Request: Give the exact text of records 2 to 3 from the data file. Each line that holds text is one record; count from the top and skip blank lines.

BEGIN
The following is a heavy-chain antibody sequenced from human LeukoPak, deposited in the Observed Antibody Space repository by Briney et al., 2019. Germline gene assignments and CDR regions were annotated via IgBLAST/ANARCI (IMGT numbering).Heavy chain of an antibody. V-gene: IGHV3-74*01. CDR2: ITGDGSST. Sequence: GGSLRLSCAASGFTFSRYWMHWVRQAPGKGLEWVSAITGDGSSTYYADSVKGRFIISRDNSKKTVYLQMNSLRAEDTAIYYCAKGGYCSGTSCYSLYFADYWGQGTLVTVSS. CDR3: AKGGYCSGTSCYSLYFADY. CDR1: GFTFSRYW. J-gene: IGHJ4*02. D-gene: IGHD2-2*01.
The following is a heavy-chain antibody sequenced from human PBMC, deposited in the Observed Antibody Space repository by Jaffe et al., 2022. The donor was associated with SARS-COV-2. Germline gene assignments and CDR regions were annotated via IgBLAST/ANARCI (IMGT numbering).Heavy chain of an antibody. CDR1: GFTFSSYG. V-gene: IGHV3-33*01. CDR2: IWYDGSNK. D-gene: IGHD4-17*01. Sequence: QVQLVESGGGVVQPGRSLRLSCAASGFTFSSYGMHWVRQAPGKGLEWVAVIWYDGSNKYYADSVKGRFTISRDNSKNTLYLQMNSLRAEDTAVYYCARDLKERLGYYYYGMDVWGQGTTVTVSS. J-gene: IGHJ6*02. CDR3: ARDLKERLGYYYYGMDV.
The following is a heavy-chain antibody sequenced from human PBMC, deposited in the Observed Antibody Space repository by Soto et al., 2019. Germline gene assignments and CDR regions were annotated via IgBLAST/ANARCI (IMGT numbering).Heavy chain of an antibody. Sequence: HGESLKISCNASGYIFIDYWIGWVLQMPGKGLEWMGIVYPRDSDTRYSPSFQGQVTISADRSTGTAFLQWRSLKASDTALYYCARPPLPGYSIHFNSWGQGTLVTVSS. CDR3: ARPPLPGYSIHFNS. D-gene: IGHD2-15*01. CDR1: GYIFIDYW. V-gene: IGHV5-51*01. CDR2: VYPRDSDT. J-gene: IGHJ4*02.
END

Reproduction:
The following is a heavy-chain antibody sequenced from human PBMC, deposited in the Observed Antibody Space repository by Jaffe et al., 2022. The donor was associated with SARS-COV-2. Germline gene assignments and CDR regions were annotated via IgBLAST/ANARCI (IMGT numbering).Heavy chain of an antibody. CDR1: GFTFSSYG. V-gene: IGHV3-33*01. CDR2: IWYDGSNK. D-gene: IGHD4-17*01. Sequence: QVQLVESGGGVVQPGRSLRLSCAASGFTFSSYGMHWVRQAPGKGLEWVAVIWYDGSNKYYADSVKGRFTISRDNSKNTLYLQMNSLRAEDTAVYYCARDLKERLGYYYYGMDVWGQGTTVTVSS. J-gene: IGHJ6*02. CDR3: ARDLKERLGYYYYGMDV.
The following is a heavy-chain antibody sequenced from human PBMC, deposited in the Observed Antibody Space repository by Soto et al., 2019. Germline gene assignments and CDR regions were annotated via IgBLAST/ANARCI (IMGT numbering).Heavy chain of an antibody. Sequence: HGESLKISCNASGYIFIDYWIGWVLQMPGKGLEWMGIVYPRDSDTRYSPSFQGQVTISADRSTGTAFLQWRSLKASDTALYYCARPPLPGYSIHFNSWGQGTLVTVSS. CDR3: ARPPLPGYSIHFNS. D-gene: IGHD2-15*01. CDR1: GYIFIDYW. V-gene: IGHV5-51*01. CDR2: VYPRDSDT. J-gene: IGHJ4*02.